December 9, 2013
MOVIE RELEASESThursday, August 22, 2013
Habi: awakening to cultural differences
Introspection alone does not suffice to help you find your true identity. More often than not, you also need to distance yourself from your own experience and explore the similarities and differences between your own heritage and the cultural mores and religious beliefs of others.
The new movie Habi, la extranjera (Habi, the Foreigner), which marks the directorial début of María Florencia Álvarez, is a fine example of intense soul searching and analysis. Habi... follows the self transformation of 20-year-old Analía (Martina Juncadella), who one day passes by an Islamic funeral parlour where a ceremony is being conducted and, following an unknown urge, steps in as though she were in mourning.
Disconcerted but irresistibly drawn to the funeral rite and chants, Analía blends in with the group and receives the belongings of a deceased woman.
Though somewhat befuddled, Analía, feeling that it wouldn’t be right to interrupt the proceedings, lets the mourners carry the ceremony to completion.
After leaving the service, Analía finishes the task she was supposed to carry out: delivering a package containing handicrafts. But neither the objects nor the purpose of her job answer a complex question: where was she really headed to, the postal delivery office or a place where she would question her own identity and beliefs?
Analía is an out-of-towner, though we never get to know where exactly she hails from. No explanation is given as to why she happens to work where she does and the reasons behind her state of existential numbness, which suddenly becomes an urgent need to know.
The Spartan approach chosen by writer-director María Florencia Álvarez gives a welcome dose of credibility to Analía’s wanton behaviour, underlining that, even in good narrative pieces, explanation sometimes backfires and becomes... overexplanation.
Actress Martina Juncadella (seen last year in the award-winning though little known and scarcely seen Abrir puertas y ventanas) possesses the physique du rôle and the right combination of serenity and restlessness to make a believable Analía, or Habi (short for ‘Habiba Rafat’), since this is the name Analía randomly chooses to pass herself off as a displaced Islamic woman in a spiritual quest.
Wearing a veil and observing (imitating, at first) what she believes to be the kind of behaviour expected from a Muslim woman, Analía finds modest but appropriate lodging and makes a new friend, Yasmin (Lucía Alfonsín), a sensitive, sympathetic soul.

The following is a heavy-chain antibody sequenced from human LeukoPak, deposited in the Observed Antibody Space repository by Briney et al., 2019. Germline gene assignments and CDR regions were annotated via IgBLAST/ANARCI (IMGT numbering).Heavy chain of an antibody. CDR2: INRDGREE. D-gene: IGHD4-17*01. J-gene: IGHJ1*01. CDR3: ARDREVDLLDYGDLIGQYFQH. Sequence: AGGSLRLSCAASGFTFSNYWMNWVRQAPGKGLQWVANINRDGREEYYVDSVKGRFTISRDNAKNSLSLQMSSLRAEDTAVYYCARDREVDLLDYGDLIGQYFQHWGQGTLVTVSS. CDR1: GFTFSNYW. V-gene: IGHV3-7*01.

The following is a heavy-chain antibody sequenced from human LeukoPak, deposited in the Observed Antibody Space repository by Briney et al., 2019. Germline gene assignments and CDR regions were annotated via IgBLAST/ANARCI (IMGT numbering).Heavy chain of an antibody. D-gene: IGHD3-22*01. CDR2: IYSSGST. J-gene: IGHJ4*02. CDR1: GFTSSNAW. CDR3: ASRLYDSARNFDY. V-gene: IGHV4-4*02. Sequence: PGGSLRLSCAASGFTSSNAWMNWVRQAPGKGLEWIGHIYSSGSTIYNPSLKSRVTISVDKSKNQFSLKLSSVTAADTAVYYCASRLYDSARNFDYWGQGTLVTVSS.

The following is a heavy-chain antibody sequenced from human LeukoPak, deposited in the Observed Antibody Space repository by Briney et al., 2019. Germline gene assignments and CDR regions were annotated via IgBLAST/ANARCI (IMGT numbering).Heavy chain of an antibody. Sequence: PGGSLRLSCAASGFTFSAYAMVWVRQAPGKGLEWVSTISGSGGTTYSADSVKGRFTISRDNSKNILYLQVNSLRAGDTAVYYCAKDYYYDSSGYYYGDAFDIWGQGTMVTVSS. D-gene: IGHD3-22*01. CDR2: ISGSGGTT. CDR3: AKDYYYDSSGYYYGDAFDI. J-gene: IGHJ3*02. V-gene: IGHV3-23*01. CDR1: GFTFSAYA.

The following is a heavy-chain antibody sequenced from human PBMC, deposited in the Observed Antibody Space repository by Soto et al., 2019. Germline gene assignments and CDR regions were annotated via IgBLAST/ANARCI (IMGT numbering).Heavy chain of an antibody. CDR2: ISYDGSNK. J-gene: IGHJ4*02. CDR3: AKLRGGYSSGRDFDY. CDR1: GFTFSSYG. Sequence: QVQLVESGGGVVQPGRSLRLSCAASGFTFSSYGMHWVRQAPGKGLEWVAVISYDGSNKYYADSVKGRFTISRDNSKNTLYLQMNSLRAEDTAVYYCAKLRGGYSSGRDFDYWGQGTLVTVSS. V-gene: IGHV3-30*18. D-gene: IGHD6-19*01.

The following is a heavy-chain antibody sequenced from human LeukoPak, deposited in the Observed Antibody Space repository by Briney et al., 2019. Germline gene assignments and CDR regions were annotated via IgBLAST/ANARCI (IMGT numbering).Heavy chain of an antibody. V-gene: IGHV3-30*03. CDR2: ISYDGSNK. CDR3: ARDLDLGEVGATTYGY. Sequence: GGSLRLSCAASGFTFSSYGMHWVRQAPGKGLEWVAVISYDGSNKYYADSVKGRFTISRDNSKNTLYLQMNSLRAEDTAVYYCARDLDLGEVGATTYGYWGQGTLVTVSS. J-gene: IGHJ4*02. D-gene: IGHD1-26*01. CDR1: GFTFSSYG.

From a formal standpoint, Habi, la extranjera, may at first seem rigidly structured, but it is this same rigour that allows director Álvarez to draw an accurate picture of Habi’s slow transformation into an adult woman who freely chooses her religious convictions, way of life, and even the kind of amorous relationship she desires.
Love, indeed, comes Habi’s way, and it’s a beautiful, tender relationship she develops with the equally easy-going Hassan (Martín Slipak). What brings Analía and Hassan closer together, at first, is Hassan’s belief that Habi is a long-lost sister of his, but once it becomes clear that this is not the case, they share the need to fill a sentimental void. The metaphor is clear but hardly obtrusive or too evident, because their amorous liaison moves gradually from attraction and curiosity to loving care. Habi and Hassan, serenely beautiful and full of hope as portrayed by Juncadella and Slipak, make up for their lack of experience with their enormous, unrestrained capacity to give. In this sense, Habi, la extranjera, underlines the need for mutual understanding, and the way it is told, the movie never tries to hammer the message home. Eventually this becomes one of the film’s biggest assets — the smooth, tranquil approach to cultural differences that divide society for no valid reasons.
Aided by Julián Apezteguía’s gorgeous cinematography and Santiago Pedroncini’s haunting music, Habi, la extranjera, while not grippingly intense (it doesn’t have to be), is rather a delicate, soothing study in the very human yearning for understanding and acceptance, and a more than dignified début for director María Florencia Álvarez. Perhaps equally important, the movie is a valid tool to combat cultural bias and misrepresentation of the concept of otherness.
Habi, la extranjera (Habi, the Foreigner). Argentina / Brazil, 2012. Written and directed by: María Florencia Álvarez. Cinematography: Julián Azpeteguía. Music: Santiago Pedroncini. Editing: Eliane Katz. Produced by: Lita Stantic Producciones, K&S Films, Videofilms and Ancine, with the support of Ibermedia and INCAA. Running time: 92 minutes.